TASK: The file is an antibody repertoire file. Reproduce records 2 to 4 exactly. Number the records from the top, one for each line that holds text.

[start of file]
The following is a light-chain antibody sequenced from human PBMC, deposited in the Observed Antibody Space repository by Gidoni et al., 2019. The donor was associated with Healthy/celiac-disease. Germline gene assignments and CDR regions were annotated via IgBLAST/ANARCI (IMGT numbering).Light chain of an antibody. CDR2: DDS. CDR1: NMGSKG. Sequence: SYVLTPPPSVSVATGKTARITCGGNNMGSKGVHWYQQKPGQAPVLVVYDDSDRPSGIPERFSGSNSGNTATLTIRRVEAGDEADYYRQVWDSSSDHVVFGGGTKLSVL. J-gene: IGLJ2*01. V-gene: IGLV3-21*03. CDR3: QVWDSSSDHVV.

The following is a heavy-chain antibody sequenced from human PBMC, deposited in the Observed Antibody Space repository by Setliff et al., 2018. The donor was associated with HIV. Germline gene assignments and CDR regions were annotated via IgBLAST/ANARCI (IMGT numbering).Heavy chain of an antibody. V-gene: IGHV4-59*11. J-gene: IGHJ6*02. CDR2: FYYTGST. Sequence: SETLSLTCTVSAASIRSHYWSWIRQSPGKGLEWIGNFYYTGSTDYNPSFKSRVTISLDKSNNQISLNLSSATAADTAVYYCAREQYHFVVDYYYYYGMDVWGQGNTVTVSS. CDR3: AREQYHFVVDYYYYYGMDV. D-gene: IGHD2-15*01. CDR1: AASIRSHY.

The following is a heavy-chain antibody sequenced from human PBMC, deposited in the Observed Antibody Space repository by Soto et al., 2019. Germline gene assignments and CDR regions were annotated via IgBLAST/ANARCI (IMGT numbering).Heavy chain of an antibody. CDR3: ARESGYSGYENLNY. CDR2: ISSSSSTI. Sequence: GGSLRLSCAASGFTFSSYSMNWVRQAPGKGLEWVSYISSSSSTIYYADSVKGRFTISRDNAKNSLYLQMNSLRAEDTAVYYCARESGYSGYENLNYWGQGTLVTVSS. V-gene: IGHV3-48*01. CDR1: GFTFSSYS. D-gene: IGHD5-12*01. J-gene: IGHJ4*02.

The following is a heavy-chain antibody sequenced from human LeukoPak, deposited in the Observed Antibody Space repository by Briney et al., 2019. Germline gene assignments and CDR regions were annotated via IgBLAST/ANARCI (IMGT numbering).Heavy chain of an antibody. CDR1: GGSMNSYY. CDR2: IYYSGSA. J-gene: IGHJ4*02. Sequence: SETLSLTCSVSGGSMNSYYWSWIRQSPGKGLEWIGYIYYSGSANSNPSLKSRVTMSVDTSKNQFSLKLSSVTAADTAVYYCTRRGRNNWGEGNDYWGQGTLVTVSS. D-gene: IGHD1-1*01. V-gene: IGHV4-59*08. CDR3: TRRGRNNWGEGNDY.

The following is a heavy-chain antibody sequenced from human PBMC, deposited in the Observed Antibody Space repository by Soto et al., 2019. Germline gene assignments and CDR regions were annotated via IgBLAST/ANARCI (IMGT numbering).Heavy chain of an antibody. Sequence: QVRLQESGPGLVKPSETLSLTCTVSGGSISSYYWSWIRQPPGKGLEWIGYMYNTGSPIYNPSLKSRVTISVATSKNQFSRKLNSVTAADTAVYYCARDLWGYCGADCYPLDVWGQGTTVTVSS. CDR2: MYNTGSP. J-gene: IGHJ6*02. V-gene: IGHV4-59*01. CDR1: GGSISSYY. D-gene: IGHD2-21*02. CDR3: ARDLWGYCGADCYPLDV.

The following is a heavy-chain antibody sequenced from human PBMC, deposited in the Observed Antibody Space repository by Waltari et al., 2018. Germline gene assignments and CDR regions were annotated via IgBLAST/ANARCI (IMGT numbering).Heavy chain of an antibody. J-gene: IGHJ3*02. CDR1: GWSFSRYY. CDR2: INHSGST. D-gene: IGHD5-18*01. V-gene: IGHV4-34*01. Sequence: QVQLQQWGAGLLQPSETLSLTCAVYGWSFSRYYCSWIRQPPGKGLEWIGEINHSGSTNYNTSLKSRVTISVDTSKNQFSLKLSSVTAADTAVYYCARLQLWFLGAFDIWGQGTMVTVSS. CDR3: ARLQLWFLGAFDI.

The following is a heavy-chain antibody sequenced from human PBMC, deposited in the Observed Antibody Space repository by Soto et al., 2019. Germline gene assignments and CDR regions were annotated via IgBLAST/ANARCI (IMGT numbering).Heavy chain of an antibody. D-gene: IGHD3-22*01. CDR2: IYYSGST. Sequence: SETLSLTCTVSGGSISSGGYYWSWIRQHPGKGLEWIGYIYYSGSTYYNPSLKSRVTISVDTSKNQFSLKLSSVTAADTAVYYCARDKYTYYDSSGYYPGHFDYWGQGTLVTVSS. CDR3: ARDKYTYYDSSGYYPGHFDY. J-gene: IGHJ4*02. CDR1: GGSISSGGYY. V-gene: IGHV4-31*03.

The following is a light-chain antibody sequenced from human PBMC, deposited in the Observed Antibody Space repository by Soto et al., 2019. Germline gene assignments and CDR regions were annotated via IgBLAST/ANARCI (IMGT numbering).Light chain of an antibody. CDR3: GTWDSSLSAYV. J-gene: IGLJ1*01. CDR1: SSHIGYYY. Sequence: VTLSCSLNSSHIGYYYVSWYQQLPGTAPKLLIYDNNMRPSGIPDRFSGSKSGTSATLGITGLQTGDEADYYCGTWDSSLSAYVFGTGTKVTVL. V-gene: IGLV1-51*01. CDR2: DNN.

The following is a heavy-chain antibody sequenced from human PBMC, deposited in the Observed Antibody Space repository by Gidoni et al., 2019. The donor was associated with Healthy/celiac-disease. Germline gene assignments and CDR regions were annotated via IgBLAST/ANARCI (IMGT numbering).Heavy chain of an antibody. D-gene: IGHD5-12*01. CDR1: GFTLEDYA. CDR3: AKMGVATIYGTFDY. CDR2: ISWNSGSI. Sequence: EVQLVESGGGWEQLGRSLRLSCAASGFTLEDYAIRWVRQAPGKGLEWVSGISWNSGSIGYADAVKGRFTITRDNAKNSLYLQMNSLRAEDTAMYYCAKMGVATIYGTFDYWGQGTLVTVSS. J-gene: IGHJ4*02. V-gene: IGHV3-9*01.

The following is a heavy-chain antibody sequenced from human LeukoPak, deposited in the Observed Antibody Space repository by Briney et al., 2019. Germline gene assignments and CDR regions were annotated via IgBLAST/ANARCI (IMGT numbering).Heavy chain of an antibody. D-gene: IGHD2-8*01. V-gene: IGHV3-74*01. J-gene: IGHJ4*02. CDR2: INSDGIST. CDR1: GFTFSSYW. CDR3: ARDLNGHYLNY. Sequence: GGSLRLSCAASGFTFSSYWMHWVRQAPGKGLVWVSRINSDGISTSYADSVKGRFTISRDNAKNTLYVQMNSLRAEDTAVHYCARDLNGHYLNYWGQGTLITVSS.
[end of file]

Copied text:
The following is a heavy-chain antibody sequenced from human PBMC, deposited in the Observed Antibody Space repository by Setliff et al., 2018. The donor was associated with HIV. Germline gene assignments and CDR regions were annotated via IgBLAST/ANARCI (IMGT numbering).Heavy chain of an antibody. V-gene: IGHV4-59*11. J-gene: IGHJ6*02. CDR2: FYYTGST. Sequence: SETLSLTCTVSAASIRSHYWSWIRQSPGKGLEWIGNFYYTGSTDYNPSFKSRVTISLDKSNNQISLNLSSATAADTAVYYCAREQYHFVVDYYYYYGMDVWGQGNTVTVSS. CDR3: AREQYHFVVDYYYYYGMDV. D-gene: IGHD2-15*01. CDR1: AASIRSHY.

The following is a heavy-chain antibody sequenced from human PBMC, deposited in the Observed Antibody Space repository by Soto et al., 2019. Germline gene assignments and CDR regions were annotated via IgBLAST/ANARCI (IMGT numbering).Heavy chain of an antibody. CDR3: ARESGYSGYENLNY. CDR2: ISSSSSTI. Sequence: GGSLRLSCAASGFTFSSYSMNWVRQAPGKGLEWVSYISSSSSTIYYADSVKGRFTISRDNAKNSLYLQMNSLRAEDTAVYYCARESGYSGYENLNYWGQGTLVTVSS. V-gene: IGHV3-48*01. CDR1: GFTFSSYS. D-gene: IGHD5-12*01. J-gene: IGHJ4*02.

The following is a heavy-chain antibody sequenced from human LeukoPak, deposited in the Observed Antibody Space repository by Briney et al., 2019. Germline gene assignments and CDR regions were annotated via IgBLAST/ANARCI (IMGT numbering).Heavy chain of an antibody. CDR1: GGSMNSYY. CDR2: IYYSGSA. J-gene: IGHJ4*02. Sequence: SETLSLTCSVSGGSMNSYYWSWIRQSPGKGLEWIGYIYYSGSANSNPSLKSRVTMSVDTSKNQFSLKLSSVTAADTAVYYCTRRGRNNWGEGNDYWGQGTLVTVSS. D-gene: IGHD1-1*01. V-gene: IGHV4-59*08. CDR3: TRRGRNNWGEGNDY.